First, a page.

In one of my previous posts, I described how VAT taxes work for e-Residents owning a company in Estonia. There, I talked about the most common rules for earnings and dividends. However, there are lots of details and nuisances to know about your pay as the owner of your business. In this post, I offer a more in-depth discussion about salaries for e-Residents.
While I do not represent or talk in the name of the Estonian Tax Office, all the information contained in this post comes from the knowledge from my business “Your Company In Estonia”, and has been verified by my accountants and the Estonian Tax Office. If in doubt, ask your accountant.
The Devil Is In The Details
Accountancy and taxes are difficult topics, especially, when it comes to companies. If your home country is anything like mine, there are lots of weird rules -some of them contradicting other rules- and grey areas regarding what you can and can’t do. Salaries are no exception, but also what you can deduct as a business expense, or how to apply taxes to different types of earnings.
Luckily, Estonia is famous for its clear, fair and transparent business system. It’s simply years ahead of the game. Nevertheless, it still has some subtleties to take into account when it comes to e-Residents. Especially, on how the owners of an Estonian company pay salaries to themselves or other employees.
Estonian law is also strongly based on common sense in lots of different areas. Even though it adds a subtle level of subjectivity to the mix, it makes the system very flexible and -in my opinion- quite fair.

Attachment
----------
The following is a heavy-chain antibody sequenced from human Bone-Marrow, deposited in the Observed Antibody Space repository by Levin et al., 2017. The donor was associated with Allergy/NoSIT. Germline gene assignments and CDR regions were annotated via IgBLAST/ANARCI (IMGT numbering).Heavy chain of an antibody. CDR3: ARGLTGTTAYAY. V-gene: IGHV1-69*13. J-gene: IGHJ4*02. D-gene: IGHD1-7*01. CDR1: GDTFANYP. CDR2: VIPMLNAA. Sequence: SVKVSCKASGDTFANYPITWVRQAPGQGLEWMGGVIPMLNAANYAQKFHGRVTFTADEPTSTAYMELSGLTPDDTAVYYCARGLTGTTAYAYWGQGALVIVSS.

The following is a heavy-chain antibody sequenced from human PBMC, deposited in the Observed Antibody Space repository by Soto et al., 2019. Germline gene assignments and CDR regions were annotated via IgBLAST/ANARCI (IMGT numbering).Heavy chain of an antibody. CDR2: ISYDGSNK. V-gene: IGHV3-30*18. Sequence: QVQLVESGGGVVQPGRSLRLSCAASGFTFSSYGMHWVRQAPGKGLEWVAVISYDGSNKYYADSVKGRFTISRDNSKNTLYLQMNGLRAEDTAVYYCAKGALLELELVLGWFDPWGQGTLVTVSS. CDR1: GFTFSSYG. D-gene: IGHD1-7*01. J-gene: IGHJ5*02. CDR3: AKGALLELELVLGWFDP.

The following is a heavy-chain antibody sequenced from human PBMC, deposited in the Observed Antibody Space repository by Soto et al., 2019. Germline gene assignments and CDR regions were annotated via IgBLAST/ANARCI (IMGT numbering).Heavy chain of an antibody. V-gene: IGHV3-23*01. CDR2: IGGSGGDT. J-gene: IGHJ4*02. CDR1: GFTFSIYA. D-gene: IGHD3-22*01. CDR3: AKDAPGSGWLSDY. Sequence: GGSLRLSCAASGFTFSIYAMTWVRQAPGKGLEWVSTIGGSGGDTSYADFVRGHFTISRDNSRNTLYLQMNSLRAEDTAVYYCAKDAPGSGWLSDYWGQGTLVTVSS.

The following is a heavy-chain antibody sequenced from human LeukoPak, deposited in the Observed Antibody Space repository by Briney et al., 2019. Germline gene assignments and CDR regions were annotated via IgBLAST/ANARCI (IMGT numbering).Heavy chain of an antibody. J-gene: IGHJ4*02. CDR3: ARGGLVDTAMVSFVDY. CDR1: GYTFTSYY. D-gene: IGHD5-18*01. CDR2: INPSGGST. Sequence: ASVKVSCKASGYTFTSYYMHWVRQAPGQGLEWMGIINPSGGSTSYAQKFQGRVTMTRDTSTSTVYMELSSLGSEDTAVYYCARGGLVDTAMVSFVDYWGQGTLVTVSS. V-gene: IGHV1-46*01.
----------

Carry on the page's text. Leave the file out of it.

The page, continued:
One of the areas where this applies is your salary payments. Being such a delicate topic, emoluments are a common subject of questions. Let’s try to shed some light here…
The Basic Stuff
Ok, so first let’s review the basic stuff. As I mentioned on my previous article, as the owner of your company in Estonia, you are supposed to be doing two different
On one hand, you are the board member of your company. If you are a sole proprietor, you are the one and only director of your business. You are supposed to take care of appointing shareholder meetings, concluding contracts in the name of the company… yes, all the boring stuff.
On the other hand, you are supposedly performing a “professional” work in your company. It may be design, development, customer support, or managing the accountancy and keeping the books.
You then receive a “Board member salary” for the former and an “Employee salary” for the latter. The board member salary is taxed in Estonia, while the employee salary is not.
The de-facto accepted rule is that you do a distribution of 30%/70% of your salary. That means that if you, say, assign one month 2000€ in salary, you pay yourself 600€ as “Board member salary”, and 1400€ in “Employee salary”.
Your company is supposed to pay, for your board member salary, an income tax of 25%, and a social tax of 33% (applied to both the gross board member salary plus the income tax). You can avoid the social tax if you have proof of contribution to social tax in any other European country (form A1).
So of those 600€ of your board member salary, your company will pay 150€ in income tax, and 247,5€ in social tax, for a total of 397,5. That’s roughly 20% of your total salary. Next, if you are resident in a country with residence-based personal taxation, you will pay taxes for your overall earnings in your annual tax report.
The Distribution Between Your Salaries
Note: things have changed from 2019. Please, see next section.
So the brilliant first question we all do when we understand the larger our board member salary gets the more taxes we pay is: “can I set my board member salary percentage to 0%?”
Then the answer is usually: “well, you can, but then someone -the Estonian Tax Office- may wonder who’s performing your board member tasks… And why this person isn’t being paid”. So common advice is
Then the next brilliant question is: “ok, so if I do something super-technical and earn a lot of money, can I reduce the percentage to almost zero?”